7 Common Signs of Hepatitis

7 Common Signs of Hepatitis

Hepatitis is a serious disease that stops your liver from working the way it should. Because your liver plays an important role in many of your body’s functions, from breaking down the foods and beverages you consume to filtering out toxins to synthesizing proteins, the inflammation of the liver this disease causes can seriously impact your health.  

The good news is that board-certified gastroenterologist John M. Rivas, MD, and the team at Rivas Digestive Center in Hollywood, Florida, are here to help you reclaim your health if you’re struggling with one of the different forms of hepatitis.  

Keep reading to learn more about hepatitis and some of the common signs you may have this serious disease.     

What is hepatitis?

Broadly speaking, hepatitis means inflammation of the liver. But when people refer to hepatitis, they’re usually referring to viral hepatitis, which is the result of an infection. In the US, there are three common types of hepatitis, each caused by a different virus. Here’s a closer look: 

Hepatitis A

This type of hepatitis is caused by the hepatitis A virus, usually found in food or water contaminated with fecal matter from an infected person. This version of the disease is usually short-term and treatable.   

Anyone can contract hepatitis A, but your risk increases if you are a gay or bisexual man, have a history of liver disease, are homeless, use recreational drugs, or have a clotting-factor disorder. Fortunately, a vaccine exists for hepatitis A. 

Hepatitis B

Hepatitis B is caused by the hepatitis B virus and usually spreads through sexual contact, contact with other body fluids, or via contaminated blood. The virus can cause short-term and chronic forms of the disease, and you need to see your doctor for a blood test to learn which type you have.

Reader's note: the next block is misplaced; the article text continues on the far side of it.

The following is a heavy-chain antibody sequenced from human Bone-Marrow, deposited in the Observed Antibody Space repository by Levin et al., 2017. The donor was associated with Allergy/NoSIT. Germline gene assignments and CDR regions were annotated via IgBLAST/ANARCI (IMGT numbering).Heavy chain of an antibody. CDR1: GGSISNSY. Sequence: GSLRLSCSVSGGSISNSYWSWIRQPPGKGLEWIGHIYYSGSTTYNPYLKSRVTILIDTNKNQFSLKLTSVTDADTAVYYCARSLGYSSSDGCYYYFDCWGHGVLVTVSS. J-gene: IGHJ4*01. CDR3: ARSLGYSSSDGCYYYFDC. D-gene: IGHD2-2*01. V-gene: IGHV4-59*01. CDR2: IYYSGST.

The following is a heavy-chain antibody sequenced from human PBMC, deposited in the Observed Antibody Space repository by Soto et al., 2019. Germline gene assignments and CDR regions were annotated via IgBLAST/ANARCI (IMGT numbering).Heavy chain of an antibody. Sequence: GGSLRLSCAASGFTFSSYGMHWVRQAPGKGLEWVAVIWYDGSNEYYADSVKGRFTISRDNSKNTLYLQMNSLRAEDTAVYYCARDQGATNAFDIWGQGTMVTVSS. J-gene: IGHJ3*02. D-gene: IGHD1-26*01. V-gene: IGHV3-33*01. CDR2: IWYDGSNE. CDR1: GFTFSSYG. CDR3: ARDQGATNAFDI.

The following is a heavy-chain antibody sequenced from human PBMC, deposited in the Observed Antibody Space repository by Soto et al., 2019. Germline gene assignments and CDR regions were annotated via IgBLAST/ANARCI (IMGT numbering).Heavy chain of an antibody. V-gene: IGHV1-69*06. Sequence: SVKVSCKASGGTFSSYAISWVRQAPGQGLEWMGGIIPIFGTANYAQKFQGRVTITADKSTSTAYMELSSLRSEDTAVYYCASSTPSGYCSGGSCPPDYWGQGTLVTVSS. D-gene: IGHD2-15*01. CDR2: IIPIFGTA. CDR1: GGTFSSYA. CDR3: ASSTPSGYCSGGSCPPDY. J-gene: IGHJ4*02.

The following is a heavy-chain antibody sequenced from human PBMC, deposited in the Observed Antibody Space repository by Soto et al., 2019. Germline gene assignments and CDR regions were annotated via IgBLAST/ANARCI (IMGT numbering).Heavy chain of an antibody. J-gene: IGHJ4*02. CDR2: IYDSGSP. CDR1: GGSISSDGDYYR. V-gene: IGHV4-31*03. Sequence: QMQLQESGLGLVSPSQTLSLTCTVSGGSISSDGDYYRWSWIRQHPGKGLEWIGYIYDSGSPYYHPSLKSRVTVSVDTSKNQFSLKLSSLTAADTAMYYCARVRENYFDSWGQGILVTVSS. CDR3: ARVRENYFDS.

You can reduce your risk of contracting hepatitis B by getting vaccinated, not having unprotected sex, not sharing needles or other items that may be exposed to blood, and making sure your acupuncturist or tattoo artist only uses sterile needles. 

Hepatitis C

The hepatitis C virus that causes this form of the disease spreads in the same way as the hepatitis B virus. It is frequently seen in healthcare workers who are exposed to contaminated blood. Unfortunately, most (over 70%) of people with hepatitis C don’t develop symptoms until the disease creates liver complications. 

While a vaccine for hepatitis C doesn’t yet exist, you can reduce your risk of getting the disease by following the same protocol as for hepatitis B and by wearing protection if you’re a healthcare worker.

What are the seven signs of hepatitis?

The different forms of hepatitis have different signs and symptoms, making regular screenings important for health. While hepatitis B and C don’t always cause symptoms, hepatitis A can trigger symptoms similar to the flu as well as these seven common signs:

  1. Yellowing of the eyes and skin (jaundice)
  2. Abdominal pain or discomfort (usually on the upper right side where your liver is located)
  3. Dark urine
  4. Sudden vomiting or nausea
  5. Loss of appetite and/or unexplained weight loss
  6. Fatigue
  7. Clay- or light-colored stools

While these symptoms can resolve in a few weeks, hepatitis A can lead to serious illness that lasts for months. If you suspect you may have hepatitis, schedule an appointment with Dr. Rivas right away to get a diagnosis and start treatment if applicable.   

Is hepatitis treatable?

For most people with viral hepatitis, effective treatments do exist. The earlier you see Dr. Rivas for an evaluation, the sooner you can receive an accurate diagnosis and begin treatment. The type of treatment Dr. Rivas recommends depends on the type of hepatitis you have. 

Some forms of hepatitis respond well to rest, hydration, a healthy diet, and time. In other cases, you may need to take antiviral medications for months or years and maintain regular check-ups with Dr. Rivas. In severe cases or if you develop cirrhosis as the result of your hepatitis, you may require a liver transplant. 

Don’t wait to contact the Rivas Digestive Center in Hollywood, Florida, if you have any signs of hepatitis. You can call our office at 954-228-5882 or book an online consultation now. 

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